1. <For what its worth, I think Affine looks better than both results from people and HBPL>
  25. In the “Turing test” there was feedback after each 10 trials, for a total of 50 trials
    1. <Note that this test doesn’t ask which character looks best, it is which is most confusable with human writing (which is pretty sloppy from the images they show).  I’m curious if the affine model could be made more human just by adding noise to its output>
  26. <Playing devil’s advocate, the images of characters were collected on mTurk, and look like they were probably drawn with a mouse — that is to say I feel they don’t look completely like natural handwriting.  I wonder how much of this program is picking up on those artifacts?  At least in terms of reproduction, the affine method looks best>

 

Science 2015

  1. “Concepts are represented as simple probabilistic programs—that is, probabilistic generative models expressed as structured procedures in an abstract description language (…). Our framework brings together three key ideas—compositionality, causality, and learning to learn—that have been separately influential in cognitive science and machine learning over the past several decades (…). As programs, rich concepts can be built “compositionally” from simpler primitives
  2. “In short, BPL can construct new programs by reusing the pieces of existing ones, capturing the causal and compositional properties of real-world generative processes operating on multiple scales.”
  3. <Looks like exactly the same paper, just more brief.  The accuracies of both BPL and other methods seems improved here, though.  Convnets get 13.5% error; BPL gets 3.3%; people get 4.5%.  “A deep Siamese convolutional network optimized for this one-shot learning task achieved 8.0% errors”>
  4. “BPL’s advantage points to the benefits of modeling the underlying causal process in learning concepts, a strategy different from the particular deep learning approaches examined here.”
    1. <Or equivalently you can just say BPL does better because it has a small and highly engineered hypothesis class>
  5. Also run BPL with various “lesions” and gets error rates in the teens.  Also did more poorly in the “Turing test” part
  6. Instead of training on 30 background alphabets, they also did with just 5, and there the error rates are about 4%; on the same set convnets did about 20% error
  7. Supplementary Material

  8. <I assumed that they would ask individuals who actually learned how to write the languages to do the recordings.  Instead, they just took pictures of characters and had people write them.  This seems like a problem to me because of inconsistencies in the way people would actually do the strokes of a letter in an alphabet they do not know.>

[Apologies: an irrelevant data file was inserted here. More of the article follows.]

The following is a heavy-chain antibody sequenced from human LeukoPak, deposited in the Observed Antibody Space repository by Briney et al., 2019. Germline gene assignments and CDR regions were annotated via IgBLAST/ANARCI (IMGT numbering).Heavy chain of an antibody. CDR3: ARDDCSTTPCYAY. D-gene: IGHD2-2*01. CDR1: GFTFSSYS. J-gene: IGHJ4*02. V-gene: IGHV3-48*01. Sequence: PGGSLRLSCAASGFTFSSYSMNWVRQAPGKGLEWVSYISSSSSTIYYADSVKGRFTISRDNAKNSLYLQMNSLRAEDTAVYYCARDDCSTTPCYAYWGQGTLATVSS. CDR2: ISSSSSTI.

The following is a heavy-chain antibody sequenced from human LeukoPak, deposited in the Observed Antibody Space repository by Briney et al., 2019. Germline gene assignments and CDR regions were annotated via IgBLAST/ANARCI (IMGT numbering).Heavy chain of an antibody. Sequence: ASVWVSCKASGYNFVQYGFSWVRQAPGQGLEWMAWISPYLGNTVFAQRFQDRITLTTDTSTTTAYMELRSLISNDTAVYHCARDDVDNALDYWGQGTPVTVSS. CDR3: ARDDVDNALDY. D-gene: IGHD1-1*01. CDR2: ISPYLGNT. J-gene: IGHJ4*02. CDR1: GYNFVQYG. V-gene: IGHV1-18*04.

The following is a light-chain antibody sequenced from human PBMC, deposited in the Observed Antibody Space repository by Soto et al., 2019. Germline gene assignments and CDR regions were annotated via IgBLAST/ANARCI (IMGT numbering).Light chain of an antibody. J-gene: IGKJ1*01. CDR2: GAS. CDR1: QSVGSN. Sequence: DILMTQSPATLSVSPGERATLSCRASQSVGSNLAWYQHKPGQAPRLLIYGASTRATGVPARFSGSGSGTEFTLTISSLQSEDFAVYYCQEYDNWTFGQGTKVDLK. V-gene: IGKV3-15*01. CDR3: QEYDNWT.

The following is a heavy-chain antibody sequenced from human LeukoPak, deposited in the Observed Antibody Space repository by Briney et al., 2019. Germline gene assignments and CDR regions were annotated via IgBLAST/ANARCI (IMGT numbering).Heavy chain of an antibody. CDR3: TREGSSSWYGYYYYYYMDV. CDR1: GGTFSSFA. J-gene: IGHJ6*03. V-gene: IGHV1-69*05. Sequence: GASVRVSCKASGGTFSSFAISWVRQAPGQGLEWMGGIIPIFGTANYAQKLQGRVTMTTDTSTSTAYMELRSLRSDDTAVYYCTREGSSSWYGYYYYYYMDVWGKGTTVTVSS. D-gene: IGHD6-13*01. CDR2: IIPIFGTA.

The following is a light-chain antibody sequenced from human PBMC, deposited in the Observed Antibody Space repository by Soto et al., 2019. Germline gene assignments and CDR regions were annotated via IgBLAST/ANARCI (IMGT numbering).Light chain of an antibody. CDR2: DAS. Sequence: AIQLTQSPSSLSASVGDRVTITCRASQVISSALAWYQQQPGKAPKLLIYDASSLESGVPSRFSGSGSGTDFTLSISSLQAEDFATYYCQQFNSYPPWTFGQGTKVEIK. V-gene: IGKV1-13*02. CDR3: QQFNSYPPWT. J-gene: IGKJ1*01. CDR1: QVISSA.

9. <Indeed, they were also drawn by mouse in a box on a screen, which is a very unnatural way to do things>
  10. <From what I can tell the characters are recorded in pretty low resolution as well which looks like it can cause artifacts, looks like 105×105>
  11. <This basically has the details that were included in the main part of the NIPS paper>
  12. Some extra tricks like convolving with Gaussian filter, randomly flipping bits
  13. Primitives are scale-selective
  14. “For each image, the center of mass and range of the inked pixels was computed. Second, images were grouped by character, and a transformation (scaling and translation) was computed for each image so that its mean and range matched the group average.”
  15. ” In principle, generic MCMC algorithms such as the one explored in (66) can be used, but we have found this approach to be slow, prone to local minima, and poor at switching between different parses. Instead, inspired by the speed of human perception and approaches for faster inference in probabilistic programs (67), we explored bottom-up methods to compute a fast structural analysis and propose values of the latent variables in BPL. This produces a large set of possible motor programs – each approximately fit to the image of interest. The most promising motor programs are chosen and refined with continuous optimization and MCMC.”
  16. “A candidate parse is generated by taking a random walk on the character skeleton with a “pen,” visiting nodes until each edge has been traversed at least once. Since the parse space grows exponentially in the number of edges, biased random walks are necessary to explore the most interesting parts of the space for large characters. The random walker stochastically prefers actions A that minimize the local angle of the stroke trajectory around the decision point…”
  17. For the ANN they used cafe, and took a network that works well on MNIST
    1. <But it seems like this system doesn’t have any of the special engineering that went into this that deals specifically with strokes as opposed to whole images>
    2. “The raw data was resized to 28 x 28 pixels and each image was centered based on its center of mass as in MNIST. We tried seven different architectures varying in depth and layer size, and we reported the model that performed best on the one-shot learning task.”